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A statement from the All of MP3 folk reads "the service will be resumed in the foreseeable future. We are doing our best at the moment to ensure that all our users can use their accounts, top up balance and order music." This follows a Moscow district court ruling earlier in the month that All of MP3 and its owners had acted within the bounds of existing Russian copyright law. Indeed, the court ruling went on to state that the site had paid a share of revenue to the copyright holders as required by the law, and that the decision to ban the service was a premature one based upon an investigation that failed to provide sufficient evidence of wrongdoing.

Do not expect this to be the final chapter in this particular story, with a trademark Hollywood happy ending for the Russians and folk desperate to get those suspiciously cheap music downloads going again. Hollywood, or more to the point the influential entertainment industry lobby in the US, is unlikely to back down over this one and will instead step up the campaign to keep All of MP3 out the hugely lucrative audio downloads playground.

It was, after all, pressure brought by the US on the Russian government that got the whole thing going in the first place. Unfortunately, it was going round in circles and had all the due process of a dog chasing its own tail. In a nutshell, the US let it be known, in no uncertain terms, that if Russia wanted to accede to the World Trade Organization then it had to close the site which was infringing international copyright treaties (not to mention carving a big enough hole in the pockets of US music business interests to get their interest) established by the WTO.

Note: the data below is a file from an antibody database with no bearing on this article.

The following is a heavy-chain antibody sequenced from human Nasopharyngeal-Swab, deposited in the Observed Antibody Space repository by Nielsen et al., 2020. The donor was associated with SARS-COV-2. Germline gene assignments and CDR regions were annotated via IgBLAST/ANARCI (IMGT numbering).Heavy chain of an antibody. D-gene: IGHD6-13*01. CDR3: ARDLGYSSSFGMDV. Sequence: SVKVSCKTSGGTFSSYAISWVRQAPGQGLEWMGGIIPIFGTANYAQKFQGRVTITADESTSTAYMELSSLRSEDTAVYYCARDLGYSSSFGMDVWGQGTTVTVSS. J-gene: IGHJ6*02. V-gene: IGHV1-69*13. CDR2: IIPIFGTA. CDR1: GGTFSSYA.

Of course, by launching a hurried investigation and staging an equally hurried execution of All of MP3, the Russians overlooked one small detail: claiming the site broke WTO legislation before Russia was a member and while existing Russian copyright laws went unbroken, actually meant that All of MP3 was acting perfectly legally.

The music moguls will, eventually get their way. Russia will, eventually, get into the WTO. Russian copyright law will, eventually, be updated to satisfy the music industry players. The big question is when, and the big answer is not for quite some time. And while the political fighting continues, and palms get greased in the lobbying corner, All of MP3 will quietly go back into the business of selling high quality music based upon the amount of data, rather than the number of tracks, downloaded. Just as importantly, All of MP3 users will quietly go back into the business of choosing not to question the ethics of what they are doing, lured by the opportunity to buy music for next to nothing and lulled by the thin veil of legality provided.

The trouble is it is a very thin veil indeed. With this latest setback, it is not unfeasible to imagine that unable to take down the beast the recording industry will turn its attention to the people that feed it, the consumers. While the latest Moscow court ruling decrees that All of MP3 is legal, it only remains so in Russia. Indeed, All of MP3 itself has never claimed otherwise but it does allow anyone in any country to use its services. The Russian Organization for Multimedia and Digital Systems, ROMS, is not recognized by most major record labels outside of Russia and they dispute it has the right to distribute the work of artists under contract to them.

The Recording Industry Association of America, and similar groups around the world, is not just going to roll over and play dead. There is too much at stake here. You can expect them to start pursuing users of the resurrected All of MP3 service, assuming it does indeed rise from the ashes once more, with all the vigor that was used against P2P music swappers a couple of years back.

As Editorial Director and Managing Analyst with IT Security Thing I am putting more than two decades of consulting experience into providing opinionated insight regarding the security threat landscape for IT security professionals. As an Editorial Fellow with Dennis Publishing, I bring more than two decades of writing experience across the technology industry into publications such as Alphr, IT Pro and (in good old fashioned print) PC Pro. I also write for SC Magazine UK and Infosecurity, as well as The Times and Sunday Times newspapers. Along the way I have been honoured with a Technology Journalist of the Year award, and three Information Security Journalist of the Year awards. Most humbling, though, was the Enigma Award for 'lifetime contribution to IT security journalism' bestowed on me in 2011.

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